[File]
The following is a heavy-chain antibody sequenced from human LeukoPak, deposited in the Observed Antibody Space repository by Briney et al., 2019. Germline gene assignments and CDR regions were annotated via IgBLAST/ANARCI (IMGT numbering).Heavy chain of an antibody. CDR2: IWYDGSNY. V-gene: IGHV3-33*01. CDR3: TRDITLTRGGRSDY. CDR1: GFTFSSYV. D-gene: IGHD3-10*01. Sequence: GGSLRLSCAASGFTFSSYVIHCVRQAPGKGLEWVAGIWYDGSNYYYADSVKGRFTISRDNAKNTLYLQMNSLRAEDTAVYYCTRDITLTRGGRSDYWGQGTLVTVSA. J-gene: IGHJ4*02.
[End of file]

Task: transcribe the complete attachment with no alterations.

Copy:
The following is a heavy-chain antibody sequenced from human LeukoPak, deposited in the Observed Antibody Space repository by Briney et al., 2019. Germline gene assignments and CDR regions were annotated via IgBLAST/ANARCI (IMGT numbering).Heavy chain of an antibody. CDR2: IWYDGSNY. V-gene: IGHV3-33*01. CDR3: TRDITLTRGGRSDY. CDR1: GFTFSSYV. D-gene: IGHD3-10*01. Sequence: GGSLRLSCAASGFTFSSYVIHCVRQAPGKGLEWVAGIWYDGSNYYYADSVKGRFTISRDNAKNTLYLQMNSLRAEDTAVYYCTRDITLTRGGRSDYWGQGTLVTVSA. J-gene: IGHJ4*02.